Free and Unmarried
The City, with is social heterogeneity, its vastness, and its anonymity, has long been a locus for self re-invention. Both style and life-style, sometimes melding into a unity, are prominent features if the presentation of self in an urban world in which the vast majority of fellow urbanites are strangers. For women, more traditionally bound to limited social roles, the City has been, as asserted above, an engine of liberation. For some women it has been a place to give rein to the spirit, to eccentricity, and to search for, or escape from, the essential self.
Holly Golightly (Audrey Hepburn), who likes to grab a Danish and have Breakfast at Tiffany’s(1961) is perhaps the quintessential urban free-spirited woman. She follows her own muse, whether it is engaging in pranks, skipping out on the rent or out-maneuvering some groping date she has “taken” for a dinner or bauble. She is, of course, un-moored from meaningful relationships, as they would certainly limit the freedom of her spirit.
It is in some sense a “boy meets girl” movie, albeit the first real meeting takes place as Holly is escaping from one of her own parties and ends up in city newcomer, and would-be writer, Paul Varjak’s (George Peppard) next-door apartment. So their friendship begins, but Holly is incapable of much attachment. Even her cat is names “Cat.” Paul is being kept by an older woman, and she keeps herself by being an escort, throwing all-night parties, and delivering “weather reports” to a mobster in prison.
But there is an undercurrent of sadness in Holly Golightly, not so much out of the dissoluteness of her life-style, as from a troubled past that brought her to it. Henry Mancini’s score and award winning “Moon River” has a mournful feel to it, but the score, played over the playfulness of the two budding lovers as they enjoy the city’s simple entertainments, promises something more substantial in the way of a relationship.
Although it is a romantic comedy there is the sense that Holly could easily end up in maimed or killed by an outraged suitor, or in a mental institution, and Paul could spend his days as a cute plaything for a rich woman. They end up together, but one wonder what two beautiful social leaches can do to survive. Like I said, these are not Harlequin romances.
Diane Keaton’s Annie Hall (1976) is a ditsy Midwestern girl who is a lighter free spirit than Holly Golightly. But she is the creation of the writer, directors and co-star of the film that bears her name. Alvy Singer is Woody Allen and vice-versa: neurotic, obsessed with sex and panicked by it, self-deprecating, pessimistic, and a satirical comedian. A neurotic woman who wears baggy pants, vests, ties and floppy men’s hats might seem like the perfect match. However, neither of them can handle much commitment; even moving in together involves compromises they seem to take reluctantly. Annie feels that Alvy thinks she is not intelligent enough for him; he is threatened by her being invited to Los Angeles by a record producer and liking the West Coast. Annie Hall is an immigrant to the big city, but she seems paradoxically more adaptable to it than native New York Alvy, cannot abide an unfamiliar environment. The relationship eventually fades for both of them, seemingly because they can’t figure out a compelling reason to remain together.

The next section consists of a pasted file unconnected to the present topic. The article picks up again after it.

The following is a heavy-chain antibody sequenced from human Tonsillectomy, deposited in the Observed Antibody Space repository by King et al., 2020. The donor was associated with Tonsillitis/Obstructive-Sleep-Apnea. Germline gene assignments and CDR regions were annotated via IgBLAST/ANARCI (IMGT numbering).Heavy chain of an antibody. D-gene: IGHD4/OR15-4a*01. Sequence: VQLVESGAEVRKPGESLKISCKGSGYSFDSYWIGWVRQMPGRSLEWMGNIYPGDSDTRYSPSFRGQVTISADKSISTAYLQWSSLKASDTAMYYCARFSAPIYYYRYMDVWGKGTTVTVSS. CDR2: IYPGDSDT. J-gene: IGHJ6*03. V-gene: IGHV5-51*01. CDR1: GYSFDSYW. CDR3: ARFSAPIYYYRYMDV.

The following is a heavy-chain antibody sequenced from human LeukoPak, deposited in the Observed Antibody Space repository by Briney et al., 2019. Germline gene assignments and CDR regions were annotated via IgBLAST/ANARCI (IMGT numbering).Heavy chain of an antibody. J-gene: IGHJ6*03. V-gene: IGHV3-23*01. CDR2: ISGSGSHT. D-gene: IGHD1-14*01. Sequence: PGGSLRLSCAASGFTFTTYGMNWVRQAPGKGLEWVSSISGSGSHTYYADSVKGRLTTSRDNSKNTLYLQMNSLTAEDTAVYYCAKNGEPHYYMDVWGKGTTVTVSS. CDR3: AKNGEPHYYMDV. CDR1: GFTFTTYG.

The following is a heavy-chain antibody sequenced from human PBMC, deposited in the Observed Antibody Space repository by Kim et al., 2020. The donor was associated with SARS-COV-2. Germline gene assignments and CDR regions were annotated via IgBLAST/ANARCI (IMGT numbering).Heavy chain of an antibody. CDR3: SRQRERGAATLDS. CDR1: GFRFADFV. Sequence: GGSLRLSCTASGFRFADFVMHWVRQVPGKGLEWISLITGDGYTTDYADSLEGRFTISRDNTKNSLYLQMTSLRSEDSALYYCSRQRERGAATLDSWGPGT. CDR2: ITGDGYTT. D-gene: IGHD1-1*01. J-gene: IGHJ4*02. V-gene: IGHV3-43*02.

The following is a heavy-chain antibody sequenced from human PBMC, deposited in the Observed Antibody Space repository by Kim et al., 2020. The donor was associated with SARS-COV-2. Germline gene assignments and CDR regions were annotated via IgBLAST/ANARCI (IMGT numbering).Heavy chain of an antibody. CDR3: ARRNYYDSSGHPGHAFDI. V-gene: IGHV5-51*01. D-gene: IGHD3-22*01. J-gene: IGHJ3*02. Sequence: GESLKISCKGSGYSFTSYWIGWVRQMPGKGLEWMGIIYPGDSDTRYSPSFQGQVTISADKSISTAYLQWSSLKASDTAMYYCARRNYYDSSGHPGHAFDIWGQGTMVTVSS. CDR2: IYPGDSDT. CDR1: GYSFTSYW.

The breakup in An Unmarried Woman (1978) is not so amicable. Erica’s (Jill Clayburgh) husband, Martin (Michael Murphy) tearfully asks her for a divorce in the middle of a lower Manhattan street so he can marry a younger woman. While this is hardly an unusual occurrence in a big city, it is perhaps less devastating than in might be in a small town or rural area. Erica does rely upon traditional sources of support, particularly female friends, to see her through the rejection and readjustment, but the urban environment provides resources of employment and associations, as well as cushion of anonymity, that allow for her to choose to remain “unmarried.”
Unmarried status is rejected by Isabella (Amy Irving) in Crossing Delancey (1988), but apparently without much more compulsion than to fulfill the wishes of her grandmother and her matchmaker friend that she find a nice Jewish man to marry. Isabella works in an uptown New York bookstore where she gets to interact with a variety of interesting literati.” “Izzy” Grossman is city woman with a foot in the ethnic “village” world of downtown. She has a disappointing encounter with an egotistical gentile writer, but that doesn’t alone seem a sufficient reason for her to begin seeing Sam (Peter Reigert), a nice Jewish man who has a pickle shop, much less marrying him. In the end, her ethnic heritage, more than Sam, seems to win her over and she crosses Delancey Street.